Printer-friendly versionSend by emailPDF version

On the heels of yet another G8 summit the global hand-wringing about the crisis of African development lumbers ahead with its parade of conferences, commissions and concerts proclaiming support for the poor from the seats of power. Conspicuously absent from the spectacle of solidarity is any acknowledgement of history. In fact, the discourse and politics of the West’s relationship with the African continent is deliberately, decidedly and dangerously a-historical.

Like the small boy watching the parade, who exclaims that the emperor has no clothes, Gerald Caplan has written a small but powerful book to expose this latest betrayal of Africa: the denial of context and history. A Canadian scholar and political activist with a life-long commitment to justice and African development, Caplan has made a much needed intervention in debates about Africa’s future. His book, The Betrayal of Africa, asserts that history matters, for understanding the present in which we live, and for finding ways forward to the future we desire.

The Betrayal of Africa at under a hundred and fifty pages is a true “pocket” book. As an activist living in North America, I would love to have one in my pocket at all times to distribute whenever someone asks, “So, what is the problem with Africa?” The question, while usually sincere, carries an inherent distortion. It separates Africa from its historical relationship with the rest of the world and sustains a lie that is reproduced over and over again, even by those who seek to bring about positive change for the continent.

The lie that The Betrayal of Africa seeks to expose is the contemporary version of the imperialist era’s white man’s burden. Caplan observes that the conventional explanation for Africa’s plight is two-fold. “First the problem is African – corruption, lack of capacity, poor leaders, eternal conflict. Second the solution is us – by which (he means) the rich white Western world that will save Africa from itself, its leaders, its appetites, its ineptitude, its savagery”. He then demonstrates through clear argument and solid research that this conventional view is “hokum – arrogant, self-serving and, above all, plain wrong.”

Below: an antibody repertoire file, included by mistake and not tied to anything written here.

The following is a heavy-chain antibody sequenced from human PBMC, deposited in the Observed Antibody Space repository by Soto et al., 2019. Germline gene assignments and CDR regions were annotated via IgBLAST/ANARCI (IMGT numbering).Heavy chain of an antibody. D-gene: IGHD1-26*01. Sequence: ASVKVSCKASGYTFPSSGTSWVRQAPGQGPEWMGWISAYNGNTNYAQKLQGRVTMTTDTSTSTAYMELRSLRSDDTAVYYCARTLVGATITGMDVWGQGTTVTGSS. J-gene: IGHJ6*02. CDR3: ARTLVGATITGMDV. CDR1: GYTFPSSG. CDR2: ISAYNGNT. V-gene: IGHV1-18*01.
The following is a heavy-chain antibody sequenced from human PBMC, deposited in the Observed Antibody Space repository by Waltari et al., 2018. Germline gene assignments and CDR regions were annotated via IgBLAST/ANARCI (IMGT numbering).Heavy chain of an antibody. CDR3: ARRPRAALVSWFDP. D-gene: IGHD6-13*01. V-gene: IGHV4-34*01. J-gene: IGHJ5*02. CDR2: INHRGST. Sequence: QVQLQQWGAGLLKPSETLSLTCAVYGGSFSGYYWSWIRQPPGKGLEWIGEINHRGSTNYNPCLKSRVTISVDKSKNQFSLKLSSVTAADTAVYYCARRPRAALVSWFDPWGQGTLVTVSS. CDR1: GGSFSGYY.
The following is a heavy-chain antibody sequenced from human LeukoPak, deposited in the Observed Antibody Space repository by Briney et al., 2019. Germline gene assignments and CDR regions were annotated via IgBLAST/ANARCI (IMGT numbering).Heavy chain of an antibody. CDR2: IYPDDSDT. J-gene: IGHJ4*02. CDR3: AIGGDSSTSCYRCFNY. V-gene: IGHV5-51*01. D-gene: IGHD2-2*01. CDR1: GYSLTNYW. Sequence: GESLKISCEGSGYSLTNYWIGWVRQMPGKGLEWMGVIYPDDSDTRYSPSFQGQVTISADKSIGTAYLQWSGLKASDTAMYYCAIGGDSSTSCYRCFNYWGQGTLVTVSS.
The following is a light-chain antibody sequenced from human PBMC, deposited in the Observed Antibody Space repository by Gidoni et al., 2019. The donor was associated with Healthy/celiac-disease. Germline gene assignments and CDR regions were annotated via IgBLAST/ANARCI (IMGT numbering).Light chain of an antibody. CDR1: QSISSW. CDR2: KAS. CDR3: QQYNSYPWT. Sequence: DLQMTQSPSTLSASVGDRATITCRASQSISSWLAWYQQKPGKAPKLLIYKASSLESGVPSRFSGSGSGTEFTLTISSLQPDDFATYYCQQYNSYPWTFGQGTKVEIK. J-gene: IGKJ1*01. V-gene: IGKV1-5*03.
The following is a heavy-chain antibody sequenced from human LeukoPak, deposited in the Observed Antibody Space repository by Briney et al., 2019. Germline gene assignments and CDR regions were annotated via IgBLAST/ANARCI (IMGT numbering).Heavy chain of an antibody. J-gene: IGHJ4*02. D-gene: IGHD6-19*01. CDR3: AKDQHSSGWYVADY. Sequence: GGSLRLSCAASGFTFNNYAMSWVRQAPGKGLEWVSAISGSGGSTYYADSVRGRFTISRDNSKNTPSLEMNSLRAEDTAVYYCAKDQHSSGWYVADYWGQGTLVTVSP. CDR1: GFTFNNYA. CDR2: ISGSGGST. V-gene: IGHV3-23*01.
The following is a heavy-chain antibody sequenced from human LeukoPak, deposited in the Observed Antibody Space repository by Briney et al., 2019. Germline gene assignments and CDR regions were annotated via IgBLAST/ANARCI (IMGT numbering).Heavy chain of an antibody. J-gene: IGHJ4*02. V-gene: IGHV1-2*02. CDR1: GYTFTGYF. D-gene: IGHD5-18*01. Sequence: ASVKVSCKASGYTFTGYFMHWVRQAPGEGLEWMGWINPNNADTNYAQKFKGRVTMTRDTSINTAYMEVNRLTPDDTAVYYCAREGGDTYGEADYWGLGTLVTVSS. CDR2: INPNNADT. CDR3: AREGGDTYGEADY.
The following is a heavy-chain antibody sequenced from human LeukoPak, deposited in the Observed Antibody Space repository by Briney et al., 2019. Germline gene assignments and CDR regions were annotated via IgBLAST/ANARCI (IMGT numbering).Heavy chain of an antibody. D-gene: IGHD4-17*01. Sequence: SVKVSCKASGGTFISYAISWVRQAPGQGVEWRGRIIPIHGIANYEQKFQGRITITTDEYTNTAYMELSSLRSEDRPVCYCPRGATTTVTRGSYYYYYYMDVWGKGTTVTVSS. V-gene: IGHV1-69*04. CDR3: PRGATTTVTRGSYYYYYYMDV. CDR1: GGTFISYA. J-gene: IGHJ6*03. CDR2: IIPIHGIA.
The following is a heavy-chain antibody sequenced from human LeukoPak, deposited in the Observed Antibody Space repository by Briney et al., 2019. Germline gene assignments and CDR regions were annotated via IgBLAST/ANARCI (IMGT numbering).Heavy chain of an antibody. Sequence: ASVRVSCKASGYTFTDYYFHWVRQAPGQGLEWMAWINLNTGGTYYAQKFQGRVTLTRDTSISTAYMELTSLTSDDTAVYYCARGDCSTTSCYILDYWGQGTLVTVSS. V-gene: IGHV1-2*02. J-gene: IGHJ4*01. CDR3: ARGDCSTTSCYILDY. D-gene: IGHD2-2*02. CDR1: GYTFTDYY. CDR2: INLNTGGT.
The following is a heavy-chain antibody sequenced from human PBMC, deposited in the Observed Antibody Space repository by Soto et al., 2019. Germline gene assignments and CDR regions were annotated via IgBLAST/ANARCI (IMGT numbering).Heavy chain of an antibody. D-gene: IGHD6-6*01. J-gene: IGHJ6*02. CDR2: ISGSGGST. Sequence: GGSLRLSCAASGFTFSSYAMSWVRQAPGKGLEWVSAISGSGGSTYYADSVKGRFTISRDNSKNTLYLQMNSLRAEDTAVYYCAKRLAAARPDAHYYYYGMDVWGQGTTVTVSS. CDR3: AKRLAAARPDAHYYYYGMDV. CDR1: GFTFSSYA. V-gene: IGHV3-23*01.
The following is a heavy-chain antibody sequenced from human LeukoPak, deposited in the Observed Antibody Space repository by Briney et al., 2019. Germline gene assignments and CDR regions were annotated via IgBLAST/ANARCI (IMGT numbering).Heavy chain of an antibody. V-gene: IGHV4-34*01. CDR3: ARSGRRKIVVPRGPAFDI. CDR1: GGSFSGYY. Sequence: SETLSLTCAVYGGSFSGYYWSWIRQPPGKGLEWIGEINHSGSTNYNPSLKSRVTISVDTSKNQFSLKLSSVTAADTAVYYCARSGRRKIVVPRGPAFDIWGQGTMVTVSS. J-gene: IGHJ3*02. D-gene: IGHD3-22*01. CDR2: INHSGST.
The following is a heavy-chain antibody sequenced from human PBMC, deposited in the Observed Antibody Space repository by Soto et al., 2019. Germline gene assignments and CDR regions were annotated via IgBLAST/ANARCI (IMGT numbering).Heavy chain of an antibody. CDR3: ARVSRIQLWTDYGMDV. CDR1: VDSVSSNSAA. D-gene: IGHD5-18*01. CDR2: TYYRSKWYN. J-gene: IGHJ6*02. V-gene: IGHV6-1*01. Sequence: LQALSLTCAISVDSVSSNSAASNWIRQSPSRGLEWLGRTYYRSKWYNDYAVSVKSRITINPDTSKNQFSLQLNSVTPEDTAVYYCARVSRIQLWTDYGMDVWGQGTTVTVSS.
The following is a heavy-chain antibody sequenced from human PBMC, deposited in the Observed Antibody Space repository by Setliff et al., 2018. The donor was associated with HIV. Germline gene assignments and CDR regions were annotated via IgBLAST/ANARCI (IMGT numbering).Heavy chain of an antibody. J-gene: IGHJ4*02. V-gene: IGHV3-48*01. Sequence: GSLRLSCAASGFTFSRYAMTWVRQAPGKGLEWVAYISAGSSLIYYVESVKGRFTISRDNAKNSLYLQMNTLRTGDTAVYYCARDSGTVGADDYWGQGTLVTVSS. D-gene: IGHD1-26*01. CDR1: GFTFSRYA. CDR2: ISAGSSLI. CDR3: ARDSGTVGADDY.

Caplan’s book is accessible and punchy, short on polemic and full of factual nuggets that inform (or remind) readers of the history of plunder and pillage that remade the continent to serve the interests of industrialization of the imperial powers, and that continues today. It is a history that left structural economic, cultural, and political legacies that must be acknowledged to be transformed. Caplan also reminds us that the story of Africa’s relationship with the West also includes solidarity in the cause of emancipation, independence and affirmation of human rights. It is this history of internationalist solidarity that he seeks to reclaim, to rescue from the current discourse of aid and charity.

“Despite the evidence, rich countries continue to insist that their interest in Africa is based on compassion, philanthropy and generosity. But all this nobility serves to conceal the real obligation of the rich world – to pay back some of the enormous, incalculable debt we owe Africa. We need to help Africa not out of our selflessness and compassion but as restitution, compensation, an act of justice for the generations of crises, conflict, exploitation and underdevelopment for which we bear so much responsibility. Many speak without irony of the desire to “give something back,” without realizing the cruel reality of the phrase. In fact, that’s exactly what the rich world should do. We should give back what we’ve plundered and looted and stolen. Until we think about the West’s relationship with Africa honestly, until we face up to the real record, until we acknowledge our vast culpability and complicity in the African mess, until then we’ll continue- in our caring and compassionate way – to impose policies that actually make the mess even worse.“

Gerald Caplan does not shy from denouncing the complicity of African elites in the betrayal of the future of the continent. . But he has intervened as a citizen of the West who is deeply and sincerely concerned about the future of humanity. His message is one of sober yet hopeful co-responsibility. He also does not shy from acknowledging the difficult prospects of bringing about positive change. But he takes to heart the advice of Eduardo Galeano, “Let us postpone our pessimism for better times”, by pointing to ways in which the West could contribute in meaningful ways to a better future for African peoples. “If the West were serious about "helping" Africa, it would not use the World Trade Organization as a tool of the very richest against the very poorest. It would not insist on private sector solutions that don't benefit the poor or create employment. It would not dump its surplus food and clothing on African countries. It would not force down the price of African commodities sold on the world market. It would not tolerate tax havens and the massive tax evasion they facilitate. It would not strip Africa of its non-renewable resources without paying a fair price. It would not continue to drain away some of Africa's best brains. It would not charge prohibitive prices for medicines. In a word, there would be an end to the 101 ways in which rich countries systematically ensure that more wealth pours out of Africa into the West than the West transfers to Africa."

The Betrayal of Africa is published by Groundwood Books, House of Anansi Press (2008). It sells for $10.00. Put a copy in your pocket and pass it around.